Pradhuman Singh, who plays Dev’s best friend, has doubled up as the dialogue writer. He provides Sheikh with crisp, witty dialogues.
With a great story, smooth screenplay and witty dialogues at his disposal, director Abhinay Deo doles out a rib-tickling drama that keeps you on the edge of your seat throughout. Further, the superlative performances by the cast drives the film.
Irrfan Khan is true to his talent, but it’s the two Singhs, Arunoday and Pradhuman, who steal the show.
While we have already witnessed Pradhuman's talent before in the Tere Bin Laden franchise — Tere Bin Laden (2010) and Tere Bin Laden: Dead Or Alive (2016) — Arunoday Singh has often failed to show promise in the acting department with forgettable performance in films like Mohenjo Daro (2016). However, here he surprises you with what could become a career-defining performance. He plays Reena’s secret lover Ranjit Arora, but as the henpecked husband of Dolly Verma (Divya Dutta) he evokes guffaw moments by the dozen.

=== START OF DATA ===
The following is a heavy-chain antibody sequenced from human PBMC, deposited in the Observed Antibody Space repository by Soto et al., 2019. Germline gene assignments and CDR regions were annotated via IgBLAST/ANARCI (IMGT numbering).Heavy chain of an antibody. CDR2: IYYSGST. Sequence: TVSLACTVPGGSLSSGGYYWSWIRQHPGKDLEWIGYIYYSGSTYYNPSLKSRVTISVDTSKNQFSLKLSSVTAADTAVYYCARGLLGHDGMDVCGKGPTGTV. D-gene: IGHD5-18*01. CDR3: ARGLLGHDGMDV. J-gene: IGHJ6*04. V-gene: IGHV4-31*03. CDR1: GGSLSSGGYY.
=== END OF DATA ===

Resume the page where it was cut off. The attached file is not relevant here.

Pradhuman, who plays Anand Tripathi, the cheesy, blabbering colleague-cum-friend of Irrfan's Dev, is impressive. The self-proclaimed Casanova digs his own grave when he spills the beans about Dev’s blackmail plan at a dinner date with the new chick in office, Prabha Ghatpande (Anuja Sathe). Though Anand is the last man you would want to reveal your dirty secrets to, he is also a character you would love to have around. Pradhuman aces the buffoonery of his character to the T.